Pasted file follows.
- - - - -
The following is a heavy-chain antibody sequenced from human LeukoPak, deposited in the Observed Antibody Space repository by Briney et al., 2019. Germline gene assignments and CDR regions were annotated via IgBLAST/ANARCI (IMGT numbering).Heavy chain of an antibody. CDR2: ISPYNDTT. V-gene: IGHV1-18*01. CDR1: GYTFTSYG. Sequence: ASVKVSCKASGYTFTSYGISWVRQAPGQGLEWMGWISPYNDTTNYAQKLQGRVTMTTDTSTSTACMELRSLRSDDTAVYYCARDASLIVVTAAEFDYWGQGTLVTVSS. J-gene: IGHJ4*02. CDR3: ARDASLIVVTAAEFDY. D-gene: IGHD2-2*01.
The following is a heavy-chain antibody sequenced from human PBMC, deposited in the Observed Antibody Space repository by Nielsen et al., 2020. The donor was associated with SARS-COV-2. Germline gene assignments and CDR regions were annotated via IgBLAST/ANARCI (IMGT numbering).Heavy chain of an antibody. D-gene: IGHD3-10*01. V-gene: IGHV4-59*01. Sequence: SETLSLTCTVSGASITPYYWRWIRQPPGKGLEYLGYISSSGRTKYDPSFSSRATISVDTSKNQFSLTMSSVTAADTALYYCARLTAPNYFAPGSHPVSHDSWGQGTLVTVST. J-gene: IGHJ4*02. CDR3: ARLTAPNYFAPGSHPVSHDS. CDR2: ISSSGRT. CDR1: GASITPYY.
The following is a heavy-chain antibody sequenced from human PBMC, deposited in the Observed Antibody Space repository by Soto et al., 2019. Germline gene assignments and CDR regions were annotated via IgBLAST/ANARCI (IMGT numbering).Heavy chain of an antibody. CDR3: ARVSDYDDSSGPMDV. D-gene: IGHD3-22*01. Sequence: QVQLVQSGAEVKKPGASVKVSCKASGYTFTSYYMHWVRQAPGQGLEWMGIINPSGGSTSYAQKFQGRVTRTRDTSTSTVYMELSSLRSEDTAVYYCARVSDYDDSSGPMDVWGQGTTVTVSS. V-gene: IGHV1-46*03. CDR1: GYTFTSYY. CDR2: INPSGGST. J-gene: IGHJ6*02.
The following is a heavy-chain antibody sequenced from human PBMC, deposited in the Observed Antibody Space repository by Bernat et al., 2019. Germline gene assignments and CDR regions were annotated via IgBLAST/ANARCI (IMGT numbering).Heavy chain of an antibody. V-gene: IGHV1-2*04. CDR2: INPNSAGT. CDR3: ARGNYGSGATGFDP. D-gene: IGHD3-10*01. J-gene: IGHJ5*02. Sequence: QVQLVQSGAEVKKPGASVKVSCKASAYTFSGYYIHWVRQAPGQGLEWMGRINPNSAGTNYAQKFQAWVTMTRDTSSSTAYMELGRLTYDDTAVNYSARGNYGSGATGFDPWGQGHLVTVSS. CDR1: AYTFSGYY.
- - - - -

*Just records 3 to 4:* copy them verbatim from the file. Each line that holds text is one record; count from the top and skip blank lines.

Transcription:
The following is a heavy-chain antibody sequenced from human PBMC, deposited in the Observed Antibody Space repository by Soto et al., 2019. Germline gene assignments and CDR regions were annotated via IgBLAST/ANARCI (IMGT numbering).Heavy chain of an antibody. CDR3: ARVSDYDDSSGPMDV. D-gene: IGHD3-22*01. Sequence: QVQLVQSGAEVKKPGASVKVSCKASGYTFTSYYMHWVRQAPGQGLEWMGIINPSGGSTSYAQKFQGRVTRTRDTSTSTVYMELSSLRSEDTAVYYCARVSDYDDSSGPMDVWGQGTTVTVSS. V-gene: IGHV1-46*03. CDR1: GYTFTSYY. CDR2: INPSGGST. J-gene: IGHJ6*02.
The following is a heavy-chain antibody sequenced from human PBMC, deposited in the Observed Antibody Space repository by Bernat et al., 2019. Germline gene assignments and CDR regions were annotated via IgBLAST/ANARCI (IMGT numbering).Heavy chain of an antibody. V-gene: IGHV1-2*04. CDR2: INPNSAGT. CDR3: ARGNYGSGATGFDP. D-gene: IGHD3-10*01. J-gene: IGHJ5*02. Sequence: QVQLVQSGAEVKKPGASVKVSCKASAYTFSGYYIHWVRQAPGQGLEWMGRINPNSAGTNYAQKFQAWVTMTRDTSSSTAYMELGRLTYDDTAVNYSARGNYGSGATGFDPWGQGHLVTVSS. CDR1: AYTFSGYY.